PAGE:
UPDATE: 8 p.m. -- After this article was originally published, Sen. Susan Collins (R-Maine) announced to the Bangor Daily News that she now supports marriage equality -- the first time she has said so publicly.
“A number of states, including my home state of Maine, have now legalized same-sex marriage, and I agree with that decision,” Collins told the newspaper in response to a question.
WASHINGTON -- The nation's largest gay rights group threw its support behind Sen. Susan Collins' (R-Maine) reelection Wednesday, deciding to back the moderate Republican despite the fact that she has not yet publicly come out in favor of marriage equality -- and faces a Democratic opponent who supports full equality for lesbian, gay, bisexual and transgender individuals.
“Senator Susan Collins has played a pivotal role in advancing support for LGBT equality -- from her dogged support for the repeal of 'Don't Ask, Don't Tell' to her critical vote for the Employment Non-Discrimination Act last year,” said Chad Griffin, president of the Human Rights Campaign. "HRC is proud to stand with Senator Collins, and with allies on both sides of the aisle like her, because she firmly believes that every American should be evaluated based on their abilities, and not who they love."
Indeed, Collins has been one of the strongest supporters of LGBT equality in the Republican caucus. She has been a vocal proponent of the Employment Non-Discrimination Act, which would bar workplace discrimination on the basis of sexual orientation and gender identity.
But she is not one of the three Senate Republicans who back marriage equality, and her silence has been puzzling, even to many of her supporters. When asked about her personal views on the issue last year by The Associated Press, Collins said the question should be left to the states.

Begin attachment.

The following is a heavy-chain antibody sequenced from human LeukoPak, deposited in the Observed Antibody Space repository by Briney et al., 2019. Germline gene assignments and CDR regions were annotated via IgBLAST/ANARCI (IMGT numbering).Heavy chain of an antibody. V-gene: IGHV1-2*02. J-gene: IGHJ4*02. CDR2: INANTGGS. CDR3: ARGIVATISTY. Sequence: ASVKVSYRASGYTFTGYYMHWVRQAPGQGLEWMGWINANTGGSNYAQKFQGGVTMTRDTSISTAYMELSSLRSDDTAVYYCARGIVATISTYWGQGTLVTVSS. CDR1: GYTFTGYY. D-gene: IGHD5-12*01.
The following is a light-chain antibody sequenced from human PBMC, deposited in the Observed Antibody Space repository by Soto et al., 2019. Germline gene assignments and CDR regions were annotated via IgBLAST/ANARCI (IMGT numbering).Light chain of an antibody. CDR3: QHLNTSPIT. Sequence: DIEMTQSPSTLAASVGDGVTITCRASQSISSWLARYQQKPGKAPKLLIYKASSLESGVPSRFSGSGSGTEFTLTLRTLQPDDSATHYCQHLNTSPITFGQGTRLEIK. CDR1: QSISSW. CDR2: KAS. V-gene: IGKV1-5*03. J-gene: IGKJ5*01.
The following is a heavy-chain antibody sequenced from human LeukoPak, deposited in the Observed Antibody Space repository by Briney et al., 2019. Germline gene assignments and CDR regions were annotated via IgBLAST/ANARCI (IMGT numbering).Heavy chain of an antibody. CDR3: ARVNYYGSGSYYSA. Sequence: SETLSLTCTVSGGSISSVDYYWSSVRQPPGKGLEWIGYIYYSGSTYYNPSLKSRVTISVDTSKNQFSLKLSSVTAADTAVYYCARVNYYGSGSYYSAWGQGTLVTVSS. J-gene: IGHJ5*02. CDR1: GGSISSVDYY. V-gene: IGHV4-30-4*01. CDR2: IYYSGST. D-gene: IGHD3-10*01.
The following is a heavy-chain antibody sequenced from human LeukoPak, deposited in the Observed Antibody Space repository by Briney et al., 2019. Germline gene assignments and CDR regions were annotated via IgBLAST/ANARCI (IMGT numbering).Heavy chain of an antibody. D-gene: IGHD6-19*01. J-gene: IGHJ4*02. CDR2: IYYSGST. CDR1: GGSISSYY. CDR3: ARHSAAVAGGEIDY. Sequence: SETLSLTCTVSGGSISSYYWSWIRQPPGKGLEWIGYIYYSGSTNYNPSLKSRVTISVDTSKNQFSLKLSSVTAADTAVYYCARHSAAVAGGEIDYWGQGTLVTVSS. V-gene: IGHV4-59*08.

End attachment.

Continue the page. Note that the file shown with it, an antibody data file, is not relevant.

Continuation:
"I've always felt that domestic relations, including marriage, should be dealt with at the state level," she said. "My philosophy has been to stay out of state issues."
Collins' opponent, Democrat Shenna Bellows, has made LGBT equality -- including full marriage rights -- a central part of her platform. She has even said the current version of ENDA is not strong enough because it would allow religious institutions to still discriminate against LGBT people.
In response to HRC's announcement, Bellows called out Collins for her stance on marriage equality.
"My opponent, Republican Susan Collins, had the chance to speak up in favor of marriage equality in 2012 or any time in the previous decade," she said. "Two years after her constituents made their feelings known at the ballot box, she has refused to break her silence. I believe Mainers need, want and deserve more proactive representation on equal rights -- on allowing LGBT students to learn without fear of bullying, on applying for jobs and going to work without fear of discrimination, and on much more."
Bellows, however, trails Collins by a significant margin -- 55 points in the latest poll. So while Bellows may be more fully in line with HRC's stated goals, the group may be calculating that it needs to keep Collins as an ally in reaching out to Republicans on issues of LGBT rights.
HRC did not return a request for additional comment.
"I am grateful for the support that I continue to receive from the Human Rights Campaign for my work in the Senate to end discrimination and achieve LGBT equality,” Collins said in a statement. "HRC fully understands the need to have allies in both the Republican and Democratic caucuses, and I am proud of the reputation that I have established for working with my Senate colleagues of both parties in a bipartisan spirit for fairness and equality. I look forward to our continued work together to bring people together and remove barriers that divide us."